This idea is contrary to how many Christians understand their faith. What people often think is that if we are obedient Christians, knowing God’s favour on our lives, then we will have no troubles. Alternatively, if we are disobedient then we will have difficulties in our lives. This can be true, but it can also be very wrong. Some of the most godly of saints have gone through the most suffering. Think of what Job went through, for example. Paul is interacting with some of this thinking when he says Who shall separate us from the love of Christ? Shall trouble or hardship or persecution or famine or nakedness or danger or sword? As it is written: “For your sake we face death all day long; we are considered as sheep to be slaughtered.”No, in all these things we are more than conquerors through him who loved us (Rom. 8:35-37). God has not stopped loving us when the difficulties of life come. Rather, he is showing in the difficulties of life how we can be victorious. This is impossible for the worldly mind to conceive of, because the natural mind either collapses under suffering or just “grins and bears it”. The spiritual mind is different. We say this because a Christian can know that their Father is taking them through difficulties in order to further His purposes to make His people as holy as possible. So we don’t just go through suffering and simply conquer it. But we are transformed through suffering and that makes us to be more than conquerors.
In saying this, though, some of us will immediately think: “I am very weak and I do not know how much of this suffering stuff I can take.” To this, Paul would have us know that God is faithful; he will not let you be tempted beyond what you can bear. But when you are tempted, he will also provide a way out so that you can stand up under it (1 Cor. 10:13b). We must also know that all suffering is just for a time; it is not forever. Jesus, our LORD, encourages the suffering Smyrnan church to not be afraid of what you are about to suffer. I tell you, the devil will put some of you in prison to test you, and you will suffer persecution for ten days. Be faithful, even to the point of death, and I will give you life as your victors crown. (Rev 2:10). We must notice that a time period of ten days is stated. Whether that is to be taken literally or not is immaterial in this context. The most important thing to know is that such days of persecution are for a limited time; they do come to an end.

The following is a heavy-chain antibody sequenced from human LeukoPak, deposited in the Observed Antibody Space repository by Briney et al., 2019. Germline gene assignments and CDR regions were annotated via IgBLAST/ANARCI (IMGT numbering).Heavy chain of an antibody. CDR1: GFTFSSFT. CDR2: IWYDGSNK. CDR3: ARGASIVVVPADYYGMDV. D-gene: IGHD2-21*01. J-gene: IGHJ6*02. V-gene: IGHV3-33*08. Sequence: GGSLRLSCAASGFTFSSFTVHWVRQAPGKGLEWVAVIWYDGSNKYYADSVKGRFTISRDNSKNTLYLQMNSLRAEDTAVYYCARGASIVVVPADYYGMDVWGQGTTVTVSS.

We have to acknowledge finally that God is sovereign in all these issues of suffering for His people. It is interesting in Hebrews 11 that faith is a universal principle in that chapter. And what God does with those who are of faith is radically different. Some escaped the edge of the sword (34b) while others were sawn in two (v37b).
Life then is not about being just delivered immediately from every problem and difficulty. Rather, because God has a great plan to work good for His people He is in the business of delivering us through our difficulties, and then in due time out of them. He knows best. So let us, by faith, rest in His good purposes and plans.
(Taken from Feltham Evangelical Church newsletter of March 2013)